Order of The Thistle 2012: Pomp, Ceremony, And a New Knight
The annual Order of the Thistle ceremony took place today amid the usual impressive display of pomp and centuries-old ceremony. The event – one of the highlights of the Queen’s annual Holyrood week – was all the more special this year since a new Knight was officially installed – the Earl of Strathearn (as Prince William is known in Scotland).
The installation ceremony was conducted by the Dean of the Thistle, Reverend Gilleasbuig Macmillan, and took place in the Thistle Chapel; it was broadcast through speakers to those in the cathedral. The Queen started the ceremony with, declaring: “It is our pleasure that his Royal Highness the Prince William, Earl of Strathearn, be installed a Knight of the most ancient and most noble Order of the Thistle.” Prince William then moved to a vacant stall within the Chapel before taking an oath: “I shall maintain the honour and dignity of the most ancient and most noble Order of the Thistle to the best power if God let. I shall never bear treason about in my heart against our Sovereign Lady the Queen, but shall discover the same to her. So defend me God.”
The ceremony at the city’s St Giles’ Cathedral was attended by the Queen, the Duke of Edinburgh, the Princess Royal, the Duchess of Cambridge, Lady Sarah Chatto, and hundreds of invited guests. At the beginning of the Thistle ceremony, the Royal Family entered the St Giles Cathedral to a fanfare, accompanied by other members of the Order – all in traditional deed forest green robes. The service lasted about 45 minutes and included prayers, hymns and readings. Among those who gave a reading was Reverend Macmillan, who called on people to celebrate “the leadership the Queen continues to give”.
The service concluded with a rendition of “God Save The Queen”, before the procession left the cathedral. Shortly afterwards, a parade down the Royal Mile celebrating the Diamond Jubilee began. The highlights included 400 pipers led by the Lothian and Borders Police band who marched from the City Chambers to the Scottish Parliament. Large crowds gathered to watch the ceremony and the subsequent parade, many waving Union Jack flags.
The Countess of Strathearn proudly watched her newly-invested husband, accompanied by Lady Sarah Chatto. Kate was wearing an Emilia Wickstead pale yellow dress, Emmy Scarterfield shoes, Whiteley hat, and Kiki McDonough drop earrings. She also carried a Strathearn tartan scarf – a nod to her Scottish title. Lady Sarah looked elegant in white dress which she combined with black shoes, hat and clutch, and a beautiful star-shaped brooch. Her Majesty wore a magnificent Emerald Necklace that matched her green Thistle robes perfectly.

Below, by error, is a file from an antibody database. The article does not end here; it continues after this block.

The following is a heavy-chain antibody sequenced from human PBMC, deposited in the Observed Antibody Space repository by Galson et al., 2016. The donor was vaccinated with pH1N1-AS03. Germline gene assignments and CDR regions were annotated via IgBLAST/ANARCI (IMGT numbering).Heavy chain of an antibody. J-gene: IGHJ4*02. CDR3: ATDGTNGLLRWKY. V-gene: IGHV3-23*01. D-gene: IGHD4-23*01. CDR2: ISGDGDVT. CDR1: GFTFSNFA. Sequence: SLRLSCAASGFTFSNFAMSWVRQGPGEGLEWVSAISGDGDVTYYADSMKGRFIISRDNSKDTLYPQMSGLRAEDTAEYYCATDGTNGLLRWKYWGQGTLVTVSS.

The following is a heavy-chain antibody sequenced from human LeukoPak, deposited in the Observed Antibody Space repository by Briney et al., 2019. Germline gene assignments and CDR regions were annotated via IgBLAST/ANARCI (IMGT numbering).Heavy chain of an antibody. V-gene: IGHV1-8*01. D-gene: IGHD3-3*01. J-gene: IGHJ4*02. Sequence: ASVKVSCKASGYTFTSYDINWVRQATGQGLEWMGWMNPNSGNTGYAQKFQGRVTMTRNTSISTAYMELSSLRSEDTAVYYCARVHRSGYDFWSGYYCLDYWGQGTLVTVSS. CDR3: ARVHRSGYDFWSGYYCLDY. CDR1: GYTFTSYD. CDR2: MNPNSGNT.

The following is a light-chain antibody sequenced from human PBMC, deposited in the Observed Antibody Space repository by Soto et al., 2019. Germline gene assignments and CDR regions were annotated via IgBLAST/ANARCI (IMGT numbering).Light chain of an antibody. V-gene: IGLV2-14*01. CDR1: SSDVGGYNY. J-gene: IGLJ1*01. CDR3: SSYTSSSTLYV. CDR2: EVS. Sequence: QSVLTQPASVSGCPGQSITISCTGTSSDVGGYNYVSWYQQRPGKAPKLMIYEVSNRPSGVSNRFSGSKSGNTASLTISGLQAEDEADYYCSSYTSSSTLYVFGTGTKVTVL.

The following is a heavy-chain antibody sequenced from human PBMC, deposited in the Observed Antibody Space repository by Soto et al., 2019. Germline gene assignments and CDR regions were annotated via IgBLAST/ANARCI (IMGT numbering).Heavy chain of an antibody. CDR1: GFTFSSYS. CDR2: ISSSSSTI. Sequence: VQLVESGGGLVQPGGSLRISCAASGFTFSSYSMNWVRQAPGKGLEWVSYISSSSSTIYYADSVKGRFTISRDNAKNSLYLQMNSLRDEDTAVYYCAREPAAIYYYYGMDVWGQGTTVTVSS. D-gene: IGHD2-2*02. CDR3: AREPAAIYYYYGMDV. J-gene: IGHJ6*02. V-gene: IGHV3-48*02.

The Most Ancient and Most Noble Order of the Thistle is the most senior Order in Scotland and the second-most senior in precedence in the United Kingdom, after only The Most Noble Order of the Garter. The order in its current version was founded in 1687 by James VII and II of Scotland and England, who claimed it was a revival of an earlier Order. The order’s emblem is the thistle – the national flower of Scotland. Its motto is” Nemo me impune lacessit” (“No one provokes me with impunity”).
Unlike most other honours, appointments to the Order are entirely in the personal gift of the Sovereign and are not made on the advice of the Government. It honours men and women who have held public office or who have contributed in a significant way to national life.
The Order consists of the Sovereign, sixteen Knights and Ladies, and extra Knights and Ladies. The last category includes members of the British Royal Family and foreign Monarchs. Currently, Extra Knights and Ladies of the Thistle are The Duke of Edinburgh (since 1952), The Duke of Rothesay (since 1977) , The Princess Royal (since 2000), and the newest addition – The Earl of Strathearn (since May 25, 2012).Filed under British Royals
Tagged Ceremonial, Elizabeth II of the United Kingdom, Lady Sarah Chatto, Order of the Thistle, Scotland, The Duchess of Cambridge, The Duke of Cambridge, The Duke of Edinburgh.